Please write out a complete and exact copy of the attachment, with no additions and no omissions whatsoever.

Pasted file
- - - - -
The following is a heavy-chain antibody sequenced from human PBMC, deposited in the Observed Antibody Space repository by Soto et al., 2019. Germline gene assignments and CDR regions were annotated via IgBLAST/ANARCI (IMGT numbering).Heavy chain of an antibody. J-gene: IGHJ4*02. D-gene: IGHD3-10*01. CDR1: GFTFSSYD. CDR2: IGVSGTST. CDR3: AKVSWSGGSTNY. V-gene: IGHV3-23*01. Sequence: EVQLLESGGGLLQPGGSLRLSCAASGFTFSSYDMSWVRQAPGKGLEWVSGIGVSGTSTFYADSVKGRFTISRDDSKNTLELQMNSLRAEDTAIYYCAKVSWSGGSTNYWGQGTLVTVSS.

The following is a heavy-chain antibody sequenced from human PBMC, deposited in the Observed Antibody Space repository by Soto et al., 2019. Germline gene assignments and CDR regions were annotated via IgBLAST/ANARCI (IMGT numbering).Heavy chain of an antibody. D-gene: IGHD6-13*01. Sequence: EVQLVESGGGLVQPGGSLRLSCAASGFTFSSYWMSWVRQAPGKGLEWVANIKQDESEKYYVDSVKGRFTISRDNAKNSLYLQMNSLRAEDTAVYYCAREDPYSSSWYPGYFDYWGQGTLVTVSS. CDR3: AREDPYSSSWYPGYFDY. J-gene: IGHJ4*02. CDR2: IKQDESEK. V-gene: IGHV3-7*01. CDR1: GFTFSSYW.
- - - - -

The following is a heavy-chain antibody sequenced from human PBMC, deposited in the Observed Antibody Space repository by Soto et al., 2019. Germline gene assignments and CDR regions were annotated via IgBLAST/ANARCI (IMGT numbering).Heavy chain of an antibody. J-gene: IGHJ4*02. D-gene: IGHD3-10*01. CDR1: GFTFSSYD. CDR2: IGVSGTST. CDR3: AKVSWSGGSTNY. V-gene: IGHV3-23*01. Sequence: EVQLLESGGGLLQPGGSLRLSCAASGFTFSSYDMSWVRQAPGKGLEWVSGIGVSGTSTFYADSVKGRFTISRDDSKNTLELQMNSLRAEDTAIYYCAKVSWSGGSTNYWGQGTLVTVSS.

The following is a heavy-chain antibody sequenced from human PBMC, deposited in the Observed Antibody Space repository by Soto et al., 2019. Germline gene assignments and CDR regions were annotated via IgBLAST/ANARCI (IMGT numbering).Heavy chain of an antibody. D-gene: IGHD6-13*01. Sequence: EVQLVESGGGLVQPGGSLRLSCAASGFTFSSYWMSWVRQAPGKGLEWVANIKQDESEKYYVDSVKGRFTISRDNAKNSLYLQMNSLRAEDTAVYYCAREDPYSSSWYPGYFDYWGQGTLVTVSS. CDR3: AREDPYSSSWYPGYFDY. J-gene: IGHJ4*02. CDR2: IKQDESEK. V-gene: IGHV3-7*01. CDR1: GFTFSSYW.